A personal mission for a shared cause
North Andover’s Jeffrey Wdow is riding in two-day Pan-Mass. Challenge as a cancer survivor happy to keep up fight
Jeffrey Wdow’s cancer started as a pain in his right ankle when he was 20 years old. Two weeks later, his right leg was amputated from the knee down.
Over the next three years he endured rounds of chemotherapy, surgical procedures, and countless hospital trips. The bone cancer, osteosarcoma, cost him a leg, a lung, and a kidney.
But on Saturday and next Sunday, the 46-year-old North Andover resident will be riding a bicycle for 190 miles with a prosthetic leg, one lung, and a transplanted kidney.
He is one of 5,000 cyclists who will ride across Massachusetts in the 32d annual Pan-Massachusetts Challenge, a fund-raiser for cancer research that will have them pedaling from Sturbridge to Provincetown next weekend.
“My goal is to raise enough money to make the treatments we have more effective and more tolerable, so they are not claiming so much of people’s lives,’’ Wdow said.
Wdow, 46, said he has been cancer free since 1989. He said he has always kept an eye on the PMC, and decided to do it for the first time last year because he had upgraded his bike and was feeling great. He is director of marketing at BostonCoach, and will ride with a team of nine of his colleagues.
While many ride in honor of a friend or family member battling cancer, according to the PMC’s website, nearly 300 of the cyclists are cancer survivors or current patients.
Wdow is aware of the numbers, but said it came as a shock to him when he realized that he serves as a source of inspiration, with people approaching him to say thanks and share their own stories.
“People would come up to me and tell me how they felt like giving up or they didn’t think they could make up another hill, and then they thought of me,’’ Wdow said. “People stop me all the time when I’m riding around here.’’
He will be joined by Barry Kraft of Swampscott in the area’s contingent of 780 riders taking part in next weekend’s ride, the centerpiece of the PMC organization’s annual campaign for the Dana-Farber Cancer Institute. Its goal this year is to raise $34 million for cancer research and treatment through the Boston institution’s Jimmy Fund.
This year, Kraft will be riding in honor of his 28-year old son, Zak, who was recently diagnosed with Hodgkins lymphoma.
While this is Wdow’s second year riding in the PMC, Kraft will be taking part for the 32d time.
Kraft was there for the PMC’s first installment in 1980, when it was founded by his friend Billy Starr. Kraft first joined the ride for the fun and the challenge. In the subsequent years, Kraft lost a number of close friends and family members to cancer, he said, and the ride became for the cause.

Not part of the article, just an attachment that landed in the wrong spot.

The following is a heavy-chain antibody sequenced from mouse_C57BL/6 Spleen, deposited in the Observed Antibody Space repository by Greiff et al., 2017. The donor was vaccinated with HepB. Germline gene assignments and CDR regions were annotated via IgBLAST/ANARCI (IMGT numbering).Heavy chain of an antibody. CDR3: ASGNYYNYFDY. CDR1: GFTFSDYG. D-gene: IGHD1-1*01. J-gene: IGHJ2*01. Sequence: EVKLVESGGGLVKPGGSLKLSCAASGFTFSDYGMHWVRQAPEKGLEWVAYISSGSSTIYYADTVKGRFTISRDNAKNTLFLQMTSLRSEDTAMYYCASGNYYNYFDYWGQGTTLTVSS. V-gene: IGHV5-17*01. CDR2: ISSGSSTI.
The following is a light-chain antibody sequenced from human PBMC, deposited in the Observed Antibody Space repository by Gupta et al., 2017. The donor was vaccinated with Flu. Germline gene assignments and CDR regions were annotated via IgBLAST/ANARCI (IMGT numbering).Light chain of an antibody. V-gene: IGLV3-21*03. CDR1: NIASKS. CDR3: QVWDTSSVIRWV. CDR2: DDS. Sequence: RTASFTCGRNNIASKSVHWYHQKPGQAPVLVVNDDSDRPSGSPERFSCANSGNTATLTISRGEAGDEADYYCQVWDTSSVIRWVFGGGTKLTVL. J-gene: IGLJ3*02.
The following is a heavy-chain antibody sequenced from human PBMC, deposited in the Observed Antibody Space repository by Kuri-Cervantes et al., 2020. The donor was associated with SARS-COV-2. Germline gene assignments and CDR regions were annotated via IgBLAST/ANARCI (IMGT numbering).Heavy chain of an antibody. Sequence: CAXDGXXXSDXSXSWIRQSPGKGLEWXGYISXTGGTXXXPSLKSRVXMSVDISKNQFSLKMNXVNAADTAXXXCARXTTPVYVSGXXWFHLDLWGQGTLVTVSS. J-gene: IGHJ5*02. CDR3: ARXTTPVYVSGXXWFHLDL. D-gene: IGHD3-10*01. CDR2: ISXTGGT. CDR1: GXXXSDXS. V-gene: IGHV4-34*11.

“When my son called and told me that he had cancer, I said, ‘Zak, don’t worry. You’re going to be cured.’ I wouldn’t have said that if I wasn’t involved in the PMC. I wouldn’t have said that if I hadn’t heard all the stories,’’ Kraft said.
The PMC’s 70 percent retention rate is a large factor in its success, according to Starr, who serves as the event’s executive director. The PMC has become the most profitable fund-raising event in the country, according to its website.
“The atmosphere is not easily replicated,’’ Starr said. “People will pay a premium to be in this atmosphere.’’
The PMC donates 100 percent of the donations gathered by the riders; after adding a number of alternative routes and children’s events over the years, the nonprofit group has raised a total of $303 million for cancer research, making it Dana-Farber’s largest contributor.
The PMC involves people far and wide. In addition to the cyclists who travel from 34 states and six countries, Starr said, the organization depends on more than 3,000 volunteers to make the race possible.
The inspiration is contagious, Kraft said.
“It has helped me realize that you’re not alone,’’ he said. “You’re not saying ‘Why my family?’ because it happens to everyone.
“There really didn’t used to be anyone cheering you on’’ in the early days of the race, said Kraft. “Now you see kids on the side of the road whose life you’ve saved. You see a kid holding a sign that says, ‘Thank you, I’m 7 years old because of you.’ ’’
To make a direct donation, visit Wdow’s page at www.pmc.org/profile/JW0243, or Barry Kraft’s fund-raising page at www.pmc.org/profile/BK0008. For more information on the Pan-Massachusetts Challenge, including alternate routes, visit www.pmc.org.